President's rule averted? How Tamil Nadu guv ensured governance in Jaya's absence
On Tuesday, Tamil Nadu governor C Vidyasagar Rao finally averted the possibility of President's Rule in the state.
Rao stepped in to give legitimacy to the state administration, by allotting portfolios held by ailing Chief Minister J Jayalalithaa to her loyalist and finance minister O Panneerselvam.
In doing so, he saved the state from rule by unelected officials like former chief secretary Sheila Balakrishnan and former DGP Ramanujan, who had been holding the reins since Jayalalithaa's admission to Chennai's Apollo Hospital on 22 September.
As the governor has no power to act on his own, as per the Constitution, a Raj Bhavan press release said he had ushered in this interim arrangement "as per the advice of the Chief Minister, Selvi Jayalalithaa".
He said Jayalalithaa would continue as Chief Minister, while her portfolios like Home, police and general administration would now be looked after by Panneerselvam till she recovers.
Not a new job for Panneerselvam
Panneerselvam has acted as Chief Minister twice before - after Jayalalithaa was forced out of office by court verdicts in corruption cases.
In December 2001, she was disqualified from contesting the elections following her conviction in two corruption cases. Yet, she led the AIADMK to victory and the party duly elected as leader and the governor swore in her.
However, the Supreme Court intervened, and said her position was untenable as she was ineligible to be a member of the House, and should step down until she got her cleared in the corruption case in appeal.
At that time, to fill the vacancy, Panneerselvam was sworn in as acting Chief Minister, and held the fort till she got acquitted in appeal and won a by-election to enter the Assembly to resume office.
In a similar situation in September 2014, she ceased to hold office upon her conviction in the last pending corruption case pending against her. There again, her seat was declared vacant and Panneerselvam was sworn in as acting CM.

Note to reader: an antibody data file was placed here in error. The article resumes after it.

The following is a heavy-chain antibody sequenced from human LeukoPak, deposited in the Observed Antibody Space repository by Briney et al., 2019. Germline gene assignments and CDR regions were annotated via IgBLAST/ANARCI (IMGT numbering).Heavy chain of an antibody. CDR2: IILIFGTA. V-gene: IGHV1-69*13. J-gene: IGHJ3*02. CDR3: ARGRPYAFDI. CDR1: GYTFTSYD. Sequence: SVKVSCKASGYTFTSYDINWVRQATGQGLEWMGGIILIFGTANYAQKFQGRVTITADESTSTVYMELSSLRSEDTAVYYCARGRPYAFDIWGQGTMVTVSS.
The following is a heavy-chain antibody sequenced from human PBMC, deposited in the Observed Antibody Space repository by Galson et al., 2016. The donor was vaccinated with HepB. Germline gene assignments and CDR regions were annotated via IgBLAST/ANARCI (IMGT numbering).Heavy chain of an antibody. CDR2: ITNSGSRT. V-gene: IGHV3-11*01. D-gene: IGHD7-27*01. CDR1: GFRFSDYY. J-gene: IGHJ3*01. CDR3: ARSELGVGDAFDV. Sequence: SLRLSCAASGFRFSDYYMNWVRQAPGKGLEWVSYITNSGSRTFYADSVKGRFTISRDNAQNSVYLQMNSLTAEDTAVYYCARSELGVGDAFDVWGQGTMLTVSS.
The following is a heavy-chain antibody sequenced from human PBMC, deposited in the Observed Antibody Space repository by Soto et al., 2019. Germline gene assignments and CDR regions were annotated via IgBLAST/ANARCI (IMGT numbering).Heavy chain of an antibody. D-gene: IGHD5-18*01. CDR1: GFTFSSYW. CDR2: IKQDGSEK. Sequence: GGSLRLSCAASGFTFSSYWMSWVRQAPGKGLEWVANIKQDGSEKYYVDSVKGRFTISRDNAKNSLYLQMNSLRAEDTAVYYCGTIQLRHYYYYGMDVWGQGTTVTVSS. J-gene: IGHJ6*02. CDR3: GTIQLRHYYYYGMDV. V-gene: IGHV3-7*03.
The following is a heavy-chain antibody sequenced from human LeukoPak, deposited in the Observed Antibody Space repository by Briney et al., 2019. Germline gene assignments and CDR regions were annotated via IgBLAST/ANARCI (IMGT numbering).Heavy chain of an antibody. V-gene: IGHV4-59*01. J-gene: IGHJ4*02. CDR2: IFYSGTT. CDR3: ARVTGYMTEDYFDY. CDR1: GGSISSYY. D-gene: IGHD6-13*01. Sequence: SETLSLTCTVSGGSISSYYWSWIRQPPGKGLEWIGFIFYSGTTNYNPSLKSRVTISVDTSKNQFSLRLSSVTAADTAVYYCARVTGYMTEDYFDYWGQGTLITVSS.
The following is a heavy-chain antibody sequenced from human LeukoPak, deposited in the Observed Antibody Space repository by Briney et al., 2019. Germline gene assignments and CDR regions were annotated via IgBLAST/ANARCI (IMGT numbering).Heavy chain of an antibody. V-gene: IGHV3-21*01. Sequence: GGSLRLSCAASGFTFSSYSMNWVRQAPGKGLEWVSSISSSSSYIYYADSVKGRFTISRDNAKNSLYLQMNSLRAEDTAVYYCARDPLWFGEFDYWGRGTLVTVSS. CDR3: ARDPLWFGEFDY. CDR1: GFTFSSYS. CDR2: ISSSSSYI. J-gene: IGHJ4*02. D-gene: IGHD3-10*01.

Upon her acquittal by the Karnataka High Court, she resumed office. The Karnataka government's appeal against this verdict has been heard by the Supreme Court, and its decision is expected any time now.
But as of now, there is no legal bar on her holding office.
That is why, this time around, the governor has said there is no need to appoint an acting CM, and only an interim arrangement should be in place to carry on the administration till Jayalalithaa is discharged from hospital.
In doing so, the governor has given the go-by to constitutional niceties by claiming that he is acting on the advice of Jayalalithaa, without explaining how her decision was conveyed to him when she is in critical care and on ventilator support for the last three weeks.
No one, including the governor, has met Jayalalithaa since she got admitted to hospital, and the press release did not explain on what basis he claims to have got her advice.
In a statement, DMK president and five-time Chief Minister M Karunanidhi wondered whether Jayalalithaa had signed the file on the allocation of her portfolios to Panneerselvam, as the governor is silent on this matter.
"We cannot also brush aside the question as to whether the governor examined the constitutional implications in this short period (since her illness). Let's hope he has brought about this arrangement for administrative convenience," he tweeted.